The America’s Promise Alliance released their 2014 Building a Grad Nation report highlighting that, “for the first time in U.S. history the nation’s on-time high school graduation rate rose above 80 percent.” While this is a huge accomplishment for the organization, and its partners that have been devoted to helping create conditions for educational success for all young people, there is still a remaining 20 percent of students not completing high school. In 2013, nearly 4.1 million students enrolled in 9th grade, following this statistic as a guide, an estimated 820,000 students will not complete high school with their peers. History has shown that while it may not be the root cause, ...view middle of the document...
The reasons behind the difference are unclear, are they not as skilled as other students?
Russell Rumberger, author of the book Dropping Out, suggests that GED recipients do not earn as much because they are not viewed as being as capable as diploma holders. "If you look at employer surveys," he says, "the things that employers generally most look for or think are important, especially at lower-end jobs, are the things like perseverance and tenacity, and those kinds of qualities that are not measured by the GED." There are a variety of view points on the matter that incite a number of questions about the tests and possible alternatives. If the GED credential does not help students compete in the workforce, is it no longer a valuable alternative?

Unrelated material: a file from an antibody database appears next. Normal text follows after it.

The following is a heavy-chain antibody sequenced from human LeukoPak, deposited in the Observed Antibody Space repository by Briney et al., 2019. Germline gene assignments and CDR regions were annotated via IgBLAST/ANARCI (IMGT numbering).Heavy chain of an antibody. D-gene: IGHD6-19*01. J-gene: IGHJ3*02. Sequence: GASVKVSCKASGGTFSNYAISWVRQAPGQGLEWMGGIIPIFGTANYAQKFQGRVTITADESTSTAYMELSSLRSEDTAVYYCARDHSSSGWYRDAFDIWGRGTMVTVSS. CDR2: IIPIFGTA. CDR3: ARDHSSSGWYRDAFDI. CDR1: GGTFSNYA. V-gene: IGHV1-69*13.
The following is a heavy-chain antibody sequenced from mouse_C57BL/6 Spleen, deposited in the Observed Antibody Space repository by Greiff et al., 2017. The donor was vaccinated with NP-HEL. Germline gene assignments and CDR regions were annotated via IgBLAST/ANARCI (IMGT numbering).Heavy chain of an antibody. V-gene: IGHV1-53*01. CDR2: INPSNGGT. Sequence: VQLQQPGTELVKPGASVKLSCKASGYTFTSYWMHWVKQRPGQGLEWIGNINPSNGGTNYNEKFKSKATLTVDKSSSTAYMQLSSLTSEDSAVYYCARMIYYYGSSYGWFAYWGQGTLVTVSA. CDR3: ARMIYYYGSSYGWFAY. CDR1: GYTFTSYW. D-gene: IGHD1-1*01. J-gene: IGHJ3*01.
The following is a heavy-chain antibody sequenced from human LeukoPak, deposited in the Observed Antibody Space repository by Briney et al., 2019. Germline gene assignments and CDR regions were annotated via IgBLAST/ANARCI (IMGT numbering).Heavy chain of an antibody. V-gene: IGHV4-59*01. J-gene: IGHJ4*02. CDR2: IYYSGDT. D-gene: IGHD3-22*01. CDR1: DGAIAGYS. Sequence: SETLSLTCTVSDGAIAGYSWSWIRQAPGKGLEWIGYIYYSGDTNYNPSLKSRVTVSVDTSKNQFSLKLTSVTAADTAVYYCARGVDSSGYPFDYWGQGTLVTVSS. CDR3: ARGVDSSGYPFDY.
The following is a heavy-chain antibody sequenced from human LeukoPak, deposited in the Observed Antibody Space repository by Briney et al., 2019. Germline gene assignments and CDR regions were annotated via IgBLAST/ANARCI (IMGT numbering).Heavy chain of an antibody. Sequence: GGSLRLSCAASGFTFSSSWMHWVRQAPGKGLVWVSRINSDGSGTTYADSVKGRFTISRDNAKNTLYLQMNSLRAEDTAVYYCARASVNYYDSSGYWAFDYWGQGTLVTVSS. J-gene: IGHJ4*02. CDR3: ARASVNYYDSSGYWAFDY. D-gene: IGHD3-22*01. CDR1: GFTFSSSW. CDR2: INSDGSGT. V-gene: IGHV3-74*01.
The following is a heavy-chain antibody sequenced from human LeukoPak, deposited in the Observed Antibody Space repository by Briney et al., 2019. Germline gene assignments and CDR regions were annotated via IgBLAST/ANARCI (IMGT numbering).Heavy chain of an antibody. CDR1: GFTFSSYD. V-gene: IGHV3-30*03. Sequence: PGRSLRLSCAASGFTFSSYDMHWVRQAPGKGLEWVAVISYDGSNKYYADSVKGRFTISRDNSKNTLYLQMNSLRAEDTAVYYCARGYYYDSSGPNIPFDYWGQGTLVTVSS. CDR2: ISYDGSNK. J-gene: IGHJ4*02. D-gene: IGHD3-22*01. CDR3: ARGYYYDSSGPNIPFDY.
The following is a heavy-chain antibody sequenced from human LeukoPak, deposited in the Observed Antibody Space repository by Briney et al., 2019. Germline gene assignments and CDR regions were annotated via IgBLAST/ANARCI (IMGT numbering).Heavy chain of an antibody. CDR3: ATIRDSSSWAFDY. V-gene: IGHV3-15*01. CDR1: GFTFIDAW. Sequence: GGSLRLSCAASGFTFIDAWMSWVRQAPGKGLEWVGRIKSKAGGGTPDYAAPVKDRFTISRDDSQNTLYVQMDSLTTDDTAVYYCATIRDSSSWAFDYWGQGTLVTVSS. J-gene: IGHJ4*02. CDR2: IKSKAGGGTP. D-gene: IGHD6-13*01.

In 2014 the GED Testing Service rolled out a revision, like they had in previous years, which is supposed to be a better assessment for students college and career readiness. Will the 2014 GED Test revisions add rigor for learners and credibility to the perception of the exam as an alternative to the traditional diploma track or has the new model created more barriers than benefits for the test takers?
THE HISTORY OF THE GED
The General Educational Development credential was created in 1942 for the U.S. Military during World War II, as a high school equivalence exam so soldiers returning from the war could gain employment or enroll in college. The test, at that time, was sufficient for assessing recipients for a more industrial workforce, as only about 37 percent of test-takers were looking to pursue higher education. Three other versions were released between 1978 and 2002. While the original exam tested for reading, writing, math, and social studies, the next generations of the exam evolved to match the marketplace and social parameters of the times. In 1978, the exam shifted from basic memorization of material toward testing students for ability to apply and evaluate the material. The 1988 exam changes included insight from a panel of professionals from all sectors of education. They suggested the new exam should include competencies more in line with the information age that was emerging. Some of the components included a direct writing sample, questions with an emphasis on critical thinking and problem solving and an understanding of potential sources of societal changes. The last revision to the GED exam, in 2002, made accommodations for test-takers to complete a written or computer-based exam in English, Spanish, or French. The learning components tested language arts in reading and writing, math, science, and social studies; and it attracted more students that needed the credential to obtain promotions or meet pre-requisites for occupational training and secondary education.
BRANDING FOR THE GED EXAM
In the case of people looking at trade skill or labor positions, the GED certificate is considered the same way a high school diploma is. Brett Yardley, a marketing and...